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Great Books: One Last Thought

May 18, 2022

Introducing undergraduate students to the “Great Books” is a good idea. And when I was an undergraduate at a research university (Pitt), I felt neglected by the many excellent teachers whose courses I took.

They were not devoted to undergraduate education and heir undergraduate courses explained the specializations that they were interested in. I remember going to a Latin professor in my Junior year expressing my desire to learn Latin. He told me I was too old!

I tried to “get out” of Pitt by applying to Chicago that had an excellent program in the great writers and philosophers of the West, but my grades were not good enough. At age 18 I didn’t know what “college” was all about. All I knew was that I needed to earn a BA degree to advance in life. Had I known what I know now about a “Liberal Education,” I would not have sought admission to Pitt.

Nor would I pursue the “Great Books.”

The concept of the “Great Books” skates around and avoids a central truth of Western culture. “The West” is rooted in Christianity—the “faith of our Fathers”—and was shaped by monastic orders after the collapse of Rome. Even Alaric—a Visigoth– who invaded Rome in 410 AD was a Christian and his Gothic marauders avoided the rape and murder that citizens of invaded cities were subjected to by non-Christian–“pagan”–conquerors.

That explains my being ill at ease by the approach we identify with Harry Jaffa at Claremont.

Jaffa’s approach was shaped by Enlightenment concepts enshrined in the Declaration of Independence, and though “égalité” is revolutionary in intent and practice, “equality” is the mantra of Jaffa and his students.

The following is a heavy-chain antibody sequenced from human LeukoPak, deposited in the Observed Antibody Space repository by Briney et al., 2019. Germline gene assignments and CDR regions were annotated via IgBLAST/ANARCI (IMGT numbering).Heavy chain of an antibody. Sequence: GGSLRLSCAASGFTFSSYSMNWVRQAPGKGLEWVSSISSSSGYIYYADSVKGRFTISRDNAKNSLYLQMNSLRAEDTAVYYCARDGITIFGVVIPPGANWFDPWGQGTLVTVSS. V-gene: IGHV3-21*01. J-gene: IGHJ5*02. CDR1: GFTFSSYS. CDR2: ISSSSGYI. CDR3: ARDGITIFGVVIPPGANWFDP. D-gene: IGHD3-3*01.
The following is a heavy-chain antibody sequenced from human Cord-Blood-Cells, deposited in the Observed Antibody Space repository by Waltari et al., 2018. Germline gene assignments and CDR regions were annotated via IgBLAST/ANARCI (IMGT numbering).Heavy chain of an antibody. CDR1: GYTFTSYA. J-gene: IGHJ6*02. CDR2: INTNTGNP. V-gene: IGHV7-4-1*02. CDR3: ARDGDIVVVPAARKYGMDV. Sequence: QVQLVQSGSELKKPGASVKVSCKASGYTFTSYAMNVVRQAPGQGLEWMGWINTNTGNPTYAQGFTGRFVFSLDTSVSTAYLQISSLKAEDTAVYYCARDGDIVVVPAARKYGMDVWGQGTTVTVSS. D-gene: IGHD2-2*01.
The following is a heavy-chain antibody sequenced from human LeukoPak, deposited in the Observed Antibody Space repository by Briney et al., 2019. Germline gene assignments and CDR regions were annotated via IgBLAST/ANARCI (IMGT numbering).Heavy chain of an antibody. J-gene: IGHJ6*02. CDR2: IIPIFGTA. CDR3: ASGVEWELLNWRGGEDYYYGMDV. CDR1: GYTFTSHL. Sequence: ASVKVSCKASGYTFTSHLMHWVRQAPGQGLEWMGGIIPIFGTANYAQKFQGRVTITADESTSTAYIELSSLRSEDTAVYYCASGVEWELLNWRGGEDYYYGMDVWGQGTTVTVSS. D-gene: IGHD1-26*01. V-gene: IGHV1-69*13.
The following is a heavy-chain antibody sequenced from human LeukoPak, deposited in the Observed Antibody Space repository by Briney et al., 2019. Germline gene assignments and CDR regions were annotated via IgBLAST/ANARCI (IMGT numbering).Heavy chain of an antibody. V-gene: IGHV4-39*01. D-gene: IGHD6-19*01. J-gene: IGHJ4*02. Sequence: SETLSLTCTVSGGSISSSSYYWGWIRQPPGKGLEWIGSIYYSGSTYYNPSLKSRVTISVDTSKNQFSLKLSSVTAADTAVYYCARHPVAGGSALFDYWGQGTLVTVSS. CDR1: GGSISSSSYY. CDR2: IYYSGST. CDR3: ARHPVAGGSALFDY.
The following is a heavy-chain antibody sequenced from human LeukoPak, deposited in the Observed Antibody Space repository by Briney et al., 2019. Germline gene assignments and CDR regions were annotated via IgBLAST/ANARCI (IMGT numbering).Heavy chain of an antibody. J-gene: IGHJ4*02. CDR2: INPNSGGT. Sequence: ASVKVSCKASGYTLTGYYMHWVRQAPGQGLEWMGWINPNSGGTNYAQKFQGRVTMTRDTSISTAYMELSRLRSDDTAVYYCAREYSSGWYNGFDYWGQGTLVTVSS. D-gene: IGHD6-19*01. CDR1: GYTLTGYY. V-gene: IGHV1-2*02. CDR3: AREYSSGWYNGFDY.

I think of one student, my good friend at Notre Dame, Angelo Codevilla, who left Notre Dame ultimately ending up with Jaffa, I believe, because as a native of Italy, he was anti-Catholic Church. Of course, I too was a Lutheran and an anti-Catholic but I  “took” to Eric Voegelin and Gerhart Niemeyer like a duck to water. They were not Catholics either nor did they teach “Great Books.” They taught political philosophy.

Who “Lost” China? Part 2

May 17, 2022

The immoral and  disastrous American withdrawal from Afghanistan by the Biden Administration sent signals to enemies of the United States.

Vladimir Putin was the first to respond by attempting to regain Ukraine for a reconstituted Russian Empire. Xi Jinping, successor to supreme power in the People’s Republic of China, smelled weakness, too, and reflected on his long term strategy of gaining control of Taiwan.

Two problems weakened his resolve: the Russian invasion of Ukraine revealed that the Russian military was incompetent. Military require frequent engagements or their skills decline. Excluding repression of former Soviet satellite Georgia, and the “cake walk” into Crimea, this was the first time Russia engaged in battle since Russia gave assistance to North Vietnam’s revolution.

A second problem was Xi Jinping’s response to the Covid pandemic. With only 9% of China’s population vaccinated, Xi decided to contain the virus by locking people in their homes, testing for infections, and permitting people to leave only after testing.

The Biden Administration’s first response to PRC fly-overs of Taiwan was to direct U.S. Air Force fighter jets to fly alongside PLA jets. The military took note and had second thoughts about military action in a pandemic and has moved to restrain Xi’s powers.

Wag the dog is Biden’s strategy for re-election because he doesn’t want to be blamed for the loss of Taiwan.

Our remaining enemy in Tehran continues nuclear weapons development and uses drones to impede some shipments from the Strait of Hormoz. There too President Biden’s response is to mimic his action in Afghanistan.

Who “Lost” China? Part 1

May 16, 2022